In response to popular culture’s characterization of millennial love for biking, Transportation Research And Education Center Director, and PSU professor, Jennifer Dill has broken down biking habits by generation. Her results show that GenXers have higher biking rates and interest, but that the data is more complicated than that.
Millennials do not bike more than GenXers, they do however bike more for transportation. They also like driving less, like transit more, and like biking about the same as their older peers. While Gen X cares more about bike lanes when looking for housing, the millennial generation looks primary for being within walking distance of places, then having public transit nearby. Added into the mix are economic restrictions of low wages and high debt that hamper millennial bike riding
Our indicators on alternative transportation provide a look at the modal split for the Portland MSA as well as both states and the US. The results are surprising. From 2011-2015, the ACS estimates put the bike commuting rates in the Portland Metro at exactly the same as the statewide Oregon rates, 2.4%. Walking commuters are more common in Oregon statewide (4%) and as frequent in Washington statewide (3.5% as in the Portland Area. Transit ridership is higher in the metro (6.4%) than Oregon (4.4%) or Washington (6%).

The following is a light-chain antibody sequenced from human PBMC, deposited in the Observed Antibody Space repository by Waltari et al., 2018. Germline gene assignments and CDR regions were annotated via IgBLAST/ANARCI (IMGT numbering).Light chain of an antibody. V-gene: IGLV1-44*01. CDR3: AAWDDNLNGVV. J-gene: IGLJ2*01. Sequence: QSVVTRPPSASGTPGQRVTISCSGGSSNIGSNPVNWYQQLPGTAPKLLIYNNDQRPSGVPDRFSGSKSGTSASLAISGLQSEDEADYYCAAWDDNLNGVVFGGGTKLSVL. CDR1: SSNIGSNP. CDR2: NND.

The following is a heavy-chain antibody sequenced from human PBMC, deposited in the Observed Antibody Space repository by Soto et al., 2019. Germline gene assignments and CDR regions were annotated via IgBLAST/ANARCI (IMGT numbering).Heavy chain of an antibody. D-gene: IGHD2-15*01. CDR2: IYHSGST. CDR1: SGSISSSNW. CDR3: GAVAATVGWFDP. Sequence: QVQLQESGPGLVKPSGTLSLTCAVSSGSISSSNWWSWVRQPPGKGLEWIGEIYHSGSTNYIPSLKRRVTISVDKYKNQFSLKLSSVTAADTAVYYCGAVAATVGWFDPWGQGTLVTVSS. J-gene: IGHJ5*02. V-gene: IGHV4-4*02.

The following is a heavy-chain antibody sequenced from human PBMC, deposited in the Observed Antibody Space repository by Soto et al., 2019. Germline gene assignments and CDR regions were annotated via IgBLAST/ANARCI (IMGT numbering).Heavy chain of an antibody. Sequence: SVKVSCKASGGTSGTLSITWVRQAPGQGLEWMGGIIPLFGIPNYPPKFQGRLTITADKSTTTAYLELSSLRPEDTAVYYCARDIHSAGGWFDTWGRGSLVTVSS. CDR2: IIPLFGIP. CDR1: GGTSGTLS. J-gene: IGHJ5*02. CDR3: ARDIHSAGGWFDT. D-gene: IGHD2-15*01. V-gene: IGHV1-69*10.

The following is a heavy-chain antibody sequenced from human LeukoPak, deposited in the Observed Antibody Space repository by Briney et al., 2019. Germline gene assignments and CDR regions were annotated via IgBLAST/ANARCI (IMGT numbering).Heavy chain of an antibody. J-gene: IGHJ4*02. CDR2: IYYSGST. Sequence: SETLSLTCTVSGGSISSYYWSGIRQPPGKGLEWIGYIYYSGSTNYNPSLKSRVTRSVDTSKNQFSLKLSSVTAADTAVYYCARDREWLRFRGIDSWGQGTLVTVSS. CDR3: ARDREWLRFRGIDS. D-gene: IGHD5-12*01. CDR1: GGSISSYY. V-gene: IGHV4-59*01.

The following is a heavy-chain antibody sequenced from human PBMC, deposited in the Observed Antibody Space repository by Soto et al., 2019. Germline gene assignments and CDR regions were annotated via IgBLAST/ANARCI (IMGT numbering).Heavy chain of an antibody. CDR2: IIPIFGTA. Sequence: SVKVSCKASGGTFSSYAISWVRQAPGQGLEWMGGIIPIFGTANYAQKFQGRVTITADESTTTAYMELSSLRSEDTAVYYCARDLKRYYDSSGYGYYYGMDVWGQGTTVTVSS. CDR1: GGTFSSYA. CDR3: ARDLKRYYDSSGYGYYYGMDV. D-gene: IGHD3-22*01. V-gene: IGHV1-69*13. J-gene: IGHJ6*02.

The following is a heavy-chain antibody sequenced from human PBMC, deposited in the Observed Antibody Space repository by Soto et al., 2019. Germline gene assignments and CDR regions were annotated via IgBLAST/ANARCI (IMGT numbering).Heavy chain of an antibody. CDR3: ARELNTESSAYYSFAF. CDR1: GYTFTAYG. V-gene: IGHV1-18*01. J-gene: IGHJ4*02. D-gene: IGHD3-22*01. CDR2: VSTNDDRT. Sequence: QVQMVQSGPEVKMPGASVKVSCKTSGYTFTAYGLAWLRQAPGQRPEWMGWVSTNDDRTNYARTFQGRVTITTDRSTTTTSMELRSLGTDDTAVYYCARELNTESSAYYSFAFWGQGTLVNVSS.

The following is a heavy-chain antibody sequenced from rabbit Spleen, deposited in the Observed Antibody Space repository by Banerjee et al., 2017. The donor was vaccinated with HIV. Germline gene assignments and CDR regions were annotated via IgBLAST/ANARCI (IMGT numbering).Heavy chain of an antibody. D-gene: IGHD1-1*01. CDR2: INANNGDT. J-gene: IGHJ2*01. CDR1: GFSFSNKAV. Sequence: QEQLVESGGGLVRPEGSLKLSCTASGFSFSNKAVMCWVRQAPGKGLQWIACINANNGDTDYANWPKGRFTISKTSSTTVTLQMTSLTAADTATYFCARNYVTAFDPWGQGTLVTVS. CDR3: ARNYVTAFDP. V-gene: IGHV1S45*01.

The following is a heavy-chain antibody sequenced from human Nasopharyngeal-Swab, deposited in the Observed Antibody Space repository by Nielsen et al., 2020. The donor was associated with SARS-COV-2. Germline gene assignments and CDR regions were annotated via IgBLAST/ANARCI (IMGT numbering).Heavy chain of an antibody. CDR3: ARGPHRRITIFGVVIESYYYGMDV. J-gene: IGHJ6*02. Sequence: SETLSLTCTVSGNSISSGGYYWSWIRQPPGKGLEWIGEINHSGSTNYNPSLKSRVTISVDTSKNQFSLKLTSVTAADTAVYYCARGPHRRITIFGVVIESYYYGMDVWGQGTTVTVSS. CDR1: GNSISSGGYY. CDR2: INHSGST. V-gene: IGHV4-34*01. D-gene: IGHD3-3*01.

There is a silver lining unique to millennials then it comes to cycling. Millennials are the first generation without a gender gap in cycling. The future, at least for cycling, might be less sexist.